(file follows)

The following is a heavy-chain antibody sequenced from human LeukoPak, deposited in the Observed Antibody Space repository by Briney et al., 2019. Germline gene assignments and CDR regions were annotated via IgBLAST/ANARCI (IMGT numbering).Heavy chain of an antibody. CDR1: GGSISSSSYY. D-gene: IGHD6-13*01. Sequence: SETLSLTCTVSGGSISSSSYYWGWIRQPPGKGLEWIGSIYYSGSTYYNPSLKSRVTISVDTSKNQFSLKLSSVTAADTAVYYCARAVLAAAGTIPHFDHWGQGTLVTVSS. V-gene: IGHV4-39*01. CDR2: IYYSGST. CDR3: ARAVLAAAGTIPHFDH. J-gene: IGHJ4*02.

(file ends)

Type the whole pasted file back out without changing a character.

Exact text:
The following is a heavy-chain antibody sequenced from human LeukoPak, deposited in the Observed Antibody Space repository by Briney et al., 2019. Germline gene assignments and CDR regions were annotated via IgBLAST/ANARCI (IMGT numbering).Heavy chain of an antibody. CDR1: GGSISSSSYY. D-gene: IGHD6-13*01. Sequence: SETLSLTCTVSGGSISSSSYYWGWIRQPPGKGLEWIGSIYYSGSTYYNPSLKSRVTISVDTSKNQFSLKLSSVTAADTAVYYCARAVLAAAGTIPHFDHWGQGTLVTVSS. V-gene: IGHV4-39*01. CDR2: IYYSGST. CDR3: ARAVLAAAGTIPHFDH. J-gene: IGHJ4*02.